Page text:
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IQ PIPE 10W (1 метр)


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IQ PIPE 10W (1 метр)

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IQ classification 5 the practice by IQ test publishers of 5 IQ score ranges with category names such as "superior" or "average". There are several publishers of tests of cognitive abilities.

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No two publishers use exactly the same classification labels, which have changed from time to time since the beginning of intelligence testing in the early twentieth century. IQ scores have been.
What IQ Scores Mean Posted at 09:48h in IQ, Intelligence and Brain Power by Grant McKinlay Intelligence testing began in earnest in France, when in 1904 psychologist Alfred Binet was commissioned by the French government to find a method to differentiate between children who were intellectually normal and those who were inferior.

Score distribution chart for sample of 905 children tested on 1916 Stanford—Binet Test IQ classification is the practice by test publishers of labeling IQ score ranges with category names such as "superior" or "average".
There are several publishers of tests of cognitive abilities.
No two publishers use exactly the same classification labels, which have changed from time to time since the beginning of intelligence testing in the early twentieth century.
IQ scores have been derived by two different methods since the advent of cognitive ability tests.
The first method historically was the "ratio IQ" based on estimating a "mental age" of the test-taker rounded to a specified number of years and monthswhich was then divided by the test-taker's "chronological age" rounded to a specified number of years and months.
For example, a mental age score of thirteen years and zero months for a test-taker with Оптический привод LITE-ON DX-8A1H Silver chronological age ten years and zero months results in a quotient of 1.
The division result was then multiplied by 100 so that scores could be reported without decimal points.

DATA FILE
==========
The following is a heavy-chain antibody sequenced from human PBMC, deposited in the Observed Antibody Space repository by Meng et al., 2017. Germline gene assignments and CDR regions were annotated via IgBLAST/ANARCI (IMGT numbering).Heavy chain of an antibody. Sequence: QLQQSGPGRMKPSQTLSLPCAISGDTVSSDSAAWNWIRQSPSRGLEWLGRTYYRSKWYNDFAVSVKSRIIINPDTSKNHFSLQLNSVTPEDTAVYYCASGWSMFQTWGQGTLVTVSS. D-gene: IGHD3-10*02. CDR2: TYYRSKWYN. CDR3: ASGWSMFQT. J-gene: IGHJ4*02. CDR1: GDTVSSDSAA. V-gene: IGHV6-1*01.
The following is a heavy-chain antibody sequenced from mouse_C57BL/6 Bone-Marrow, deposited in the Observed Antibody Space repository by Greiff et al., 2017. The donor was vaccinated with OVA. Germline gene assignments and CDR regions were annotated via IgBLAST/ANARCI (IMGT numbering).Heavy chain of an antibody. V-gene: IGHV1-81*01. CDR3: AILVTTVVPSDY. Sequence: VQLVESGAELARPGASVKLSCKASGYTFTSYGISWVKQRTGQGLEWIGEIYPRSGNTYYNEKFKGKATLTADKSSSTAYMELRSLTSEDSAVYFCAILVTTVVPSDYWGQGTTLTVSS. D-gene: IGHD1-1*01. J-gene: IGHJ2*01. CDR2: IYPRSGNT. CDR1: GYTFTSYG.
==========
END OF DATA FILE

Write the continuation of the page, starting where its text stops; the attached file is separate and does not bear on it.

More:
Thus the score in the example would be reported as IQ 130.
The current scoring method for all IQ tests is the "deviation IQ".
In this method, an IQ score of 100 means that the test-taker's performance on the test is at the median level of performance in the sample of test-takers of about the same age used to norm the test.
An IQ score of 115 means performance one above the median, a score of 85 performance, one standard deviation below the median, and so on.
Deviation IQs are now used for standard scoring of all IQ tests in large part because they allow a consistent definition of IQ for both children and adults.
By the current "deviation IQ" definition of IQ test standard scores, about two-thirds of all test-takers obtain scores from 85 to 115, and about 5 percent of the population scores above 125.
All IQ tests show variation in scores even when the same person takes the same test over and over again.
IQ scores also differ for a test-taker taking tests from more than one publisher at the same age.
The various test publishers do not use uniform 5 or definitions for IQ score classifications.
Even before IQ tests were invented, there were attempts to classify people into categories by observing their behavior in daily life.
Those other forms of behavioral observation are still Вертикальный велотренажер DFC for validating classifications based primarily on IQ test scores.
Both intelligence classification by observation of behavior outside the testing room and classification by IQ testing depend on the definition of "intelligence" used in a particular case and on the and error of estimation in the classification procedure.
IQ scores can differ to some degree for the same person on different IQ tests, so a person does not always belong to the same IQ score range each time the person is tested.
IQ score table data and pupil pseudonyms adapted from description of KABC-II norming study cited in Kaufman 2009.
Pupil KABC-II WISC-III WJ-III Asher 90 95 111 Brianna 125 110 105 Colin 100 93 101 Danica 116 127 118 Elpha 93 105 93 Fritz 106 105 105 Georgi 95 100 90 Hector 112 113 103 Imelda 104 96 97 Jose 101 99 86 Keoku 81 78 75 Leo 116 124 102 IQ tests generally are enough that most people ages ten and older have similar IQ scores throughout life.
Still, some individuals score very differently when taking the same test at different times or when taking more than one kind of IQ test at the same age.
For example, many children in the famous longitudinal begun in 1921 by Lewis Terman showed declines in IQ as they grew up.
Terman recruited school pupils based on referrals from teachers, and gave them his IQ test.
Children with an IQ above 140 by that test were included in the study.
There were 643 children in the main study group.